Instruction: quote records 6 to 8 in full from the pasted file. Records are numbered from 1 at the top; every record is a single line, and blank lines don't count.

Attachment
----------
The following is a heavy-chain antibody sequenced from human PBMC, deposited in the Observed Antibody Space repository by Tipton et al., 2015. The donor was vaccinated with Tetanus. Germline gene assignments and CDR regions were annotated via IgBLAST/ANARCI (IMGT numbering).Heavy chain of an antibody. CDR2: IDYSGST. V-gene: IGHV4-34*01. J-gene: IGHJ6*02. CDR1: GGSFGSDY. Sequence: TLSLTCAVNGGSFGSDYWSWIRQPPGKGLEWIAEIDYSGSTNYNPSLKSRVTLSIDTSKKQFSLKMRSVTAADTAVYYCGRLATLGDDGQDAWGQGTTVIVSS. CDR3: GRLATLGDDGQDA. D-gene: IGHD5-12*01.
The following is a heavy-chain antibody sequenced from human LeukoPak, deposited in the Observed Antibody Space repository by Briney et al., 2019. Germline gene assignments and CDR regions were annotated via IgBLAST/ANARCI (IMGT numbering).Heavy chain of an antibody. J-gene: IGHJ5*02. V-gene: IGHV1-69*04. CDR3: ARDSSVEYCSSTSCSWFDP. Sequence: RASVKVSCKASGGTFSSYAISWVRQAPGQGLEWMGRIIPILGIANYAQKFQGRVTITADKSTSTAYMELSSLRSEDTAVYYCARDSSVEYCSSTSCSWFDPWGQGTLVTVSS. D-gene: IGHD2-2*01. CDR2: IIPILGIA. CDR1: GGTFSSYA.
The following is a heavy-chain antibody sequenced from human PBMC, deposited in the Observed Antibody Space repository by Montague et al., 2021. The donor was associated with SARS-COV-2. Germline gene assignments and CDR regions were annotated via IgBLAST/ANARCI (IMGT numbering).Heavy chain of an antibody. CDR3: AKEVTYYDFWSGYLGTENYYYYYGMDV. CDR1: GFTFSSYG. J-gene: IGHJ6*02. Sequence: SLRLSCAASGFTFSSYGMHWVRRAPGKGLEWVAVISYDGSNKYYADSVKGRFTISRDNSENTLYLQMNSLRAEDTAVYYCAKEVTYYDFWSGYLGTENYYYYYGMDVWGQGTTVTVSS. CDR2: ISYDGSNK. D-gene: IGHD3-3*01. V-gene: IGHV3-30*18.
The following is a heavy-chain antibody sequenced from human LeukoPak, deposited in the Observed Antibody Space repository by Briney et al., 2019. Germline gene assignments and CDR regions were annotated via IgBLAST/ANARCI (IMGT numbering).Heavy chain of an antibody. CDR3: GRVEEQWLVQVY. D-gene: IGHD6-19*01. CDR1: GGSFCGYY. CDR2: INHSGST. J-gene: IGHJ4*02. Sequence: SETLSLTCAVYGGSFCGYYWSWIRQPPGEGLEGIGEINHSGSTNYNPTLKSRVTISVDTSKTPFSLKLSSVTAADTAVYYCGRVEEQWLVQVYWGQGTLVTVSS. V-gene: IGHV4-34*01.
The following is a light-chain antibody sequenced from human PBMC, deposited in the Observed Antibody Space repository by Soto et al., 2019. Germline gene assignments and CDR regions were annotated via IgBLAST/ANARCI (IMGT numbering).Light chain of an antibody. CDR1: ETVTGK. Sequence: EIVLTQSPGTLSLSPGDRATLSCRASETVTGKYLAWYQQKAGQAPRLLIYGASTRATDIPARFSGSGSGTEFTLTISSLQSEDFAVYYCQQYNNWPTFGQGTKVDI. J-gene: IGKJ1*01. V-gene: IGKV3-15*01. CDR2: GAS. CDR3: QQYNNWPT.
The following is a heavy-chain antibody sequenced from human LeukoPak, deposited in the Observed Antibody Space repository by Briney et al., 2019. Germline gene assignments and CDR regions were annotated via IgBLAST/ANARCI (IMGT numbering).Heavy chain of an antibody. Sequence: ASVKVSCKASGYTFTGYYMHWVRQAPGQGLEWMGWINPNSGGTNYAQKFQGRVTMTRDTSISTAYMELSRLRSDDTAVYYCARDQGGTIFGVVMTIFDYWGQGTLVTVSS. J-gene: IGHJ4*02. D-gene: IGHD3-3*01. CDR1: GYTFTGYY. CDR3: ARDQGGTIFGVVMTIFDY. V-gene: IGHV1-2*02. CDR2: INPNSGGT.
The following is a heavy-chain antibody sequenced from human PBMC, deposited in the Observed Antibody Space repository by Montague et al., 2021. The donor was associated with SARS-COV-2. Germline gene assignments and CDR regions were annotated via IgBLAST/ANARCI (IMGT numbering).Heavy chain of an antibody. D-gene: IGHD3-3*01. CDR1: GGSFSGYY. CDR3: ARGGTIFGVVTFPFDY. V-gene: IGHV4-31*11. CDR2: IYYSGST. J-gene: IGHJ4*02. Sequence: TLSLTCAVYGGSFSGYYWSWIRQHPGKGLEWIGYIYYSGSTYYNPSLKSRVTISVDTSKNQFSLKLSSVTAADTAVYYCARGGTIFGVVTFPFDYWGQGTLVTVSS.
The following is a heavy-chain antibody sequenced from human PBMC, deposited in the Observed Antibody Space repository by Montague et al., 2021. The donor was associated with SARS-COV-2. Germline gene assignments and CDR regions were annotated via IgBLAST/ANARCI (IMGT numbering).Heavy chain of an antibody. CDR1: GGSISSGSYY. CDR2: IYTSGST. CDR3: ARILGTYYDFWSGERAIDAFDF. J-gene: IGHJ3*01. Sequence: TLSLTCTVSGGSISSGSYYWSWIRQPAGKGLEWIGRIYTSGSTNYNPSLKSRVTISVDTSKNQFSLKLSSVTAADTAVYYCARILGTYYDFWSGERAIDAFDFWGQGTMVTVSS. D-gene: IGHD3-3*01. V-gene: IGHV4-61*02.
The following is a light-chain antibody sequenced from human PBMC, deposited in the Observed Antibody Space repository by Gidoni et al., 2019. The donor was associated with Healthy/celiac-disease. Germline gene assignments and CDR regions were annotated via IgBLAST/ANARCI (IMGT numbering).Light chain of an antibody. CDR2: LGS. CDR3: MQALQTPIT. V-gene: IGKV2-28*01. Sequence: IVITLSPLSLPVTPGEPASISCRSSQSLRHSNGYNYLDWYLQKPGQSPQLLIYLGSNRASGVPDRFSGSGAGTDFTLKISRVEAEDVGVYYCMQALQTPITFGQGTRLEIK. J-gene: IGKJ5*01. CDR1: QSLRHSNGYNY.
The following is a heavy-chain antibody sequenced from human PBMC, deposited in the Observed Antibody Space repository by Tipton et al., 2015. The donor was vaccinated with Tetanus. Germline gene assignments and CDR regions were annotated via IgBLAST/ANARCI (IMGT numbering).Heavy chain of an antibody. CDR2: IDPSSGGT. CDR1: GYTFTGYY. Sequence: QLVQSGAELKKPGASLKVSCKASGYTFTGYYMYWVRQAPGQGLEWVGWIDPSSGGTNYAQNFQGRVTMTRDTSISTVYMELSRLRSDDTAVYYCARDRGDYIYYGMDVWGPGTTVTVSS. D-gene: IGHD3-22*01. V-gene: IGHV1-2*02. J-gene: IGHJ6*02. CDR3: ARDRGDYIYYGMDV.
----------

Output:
The following is a heavy-chain antibody sequenced from human LeukoPak, deposited in the Observed Antibody Space repository by Briney et al., 2019. Germline gene assignments and CDR regions were annotated via IgBLAST/ANARCI (IMGT numbering).Heavy chain of an antibody. Sequence: ASVKVSCKASGYTFTGYYMHWVRQAPGQGLEWMGWINPNSGGTNYAQKFQGRVTMTRDTSISTAYMELSRLRSDDTAVYYCARDQGGTIFGVVMTIFDYWGQGTLVTVSS. J-gene: IGHJ4*02. D-gene: IGHD3-3*01. CDR1: GYTFTGYY. CDR3: ARDQGGTIFGVVMTIFDY. V-gene: IGHV1-2*02. CDR2: INPNSGGT.
The following is a heavy-chain antibody sequenced from human PBMC, deposited in the Observed Antibody Space repository by Montague et al., 2021. The donor was associated with SARS-COV-2. Germline gene assignments and CDR regions were annotated via IgBLAST/ANARCI (IMGT numbering).Heavy chain of an antibody. D-gene: IGHD3-3*01. CDR1: GGSFSGYY. CDR3: ARGGTIFGVVTFPFDY. V-gene: IGHV4-31*11. CDR2: IYYSGST. J-gene: IGHJ4*02. Sequence: TLSLTCAVYGGSFSGYYWSWIRQHPGKGLEWIGYIYYSGSTYYNPSLKSRVTISVDTSKNQFSLKLSSVTAADTAVYYCARGGTIFGVVTFPFDYWGQGTLVTVSS.
The following is a heavy-chain antibody sequenced from human PBMC, deposited in the Observed Antibody Space repository by Montague et al., 2021. The donor was associated with SARS-COV-2. Germline gene assignments and CDR regions were annotated via IgBLAST/ANARCI (IMGT numbering).Heavy chain of an antibody. CDR1: GGSISSGSYY. CDR2: IYTSGST. CDR3: ARILGTYYDFWSGERAIDAFDF. J-gene: IGHJ3*01. Sequence: TLSLTCTVSGGSISSGSYYWSWIRQPAGKGLEWIGRIYTSGSTNYNPSLKSRVTISVDTSKNQFSLKLSSVTAADTAVYYCARILGTYYDFWSGERAIDAFDFWGQGTMVTVSS. D-gene: IGHD3-3*01. V-gene: IGHV4-61*02.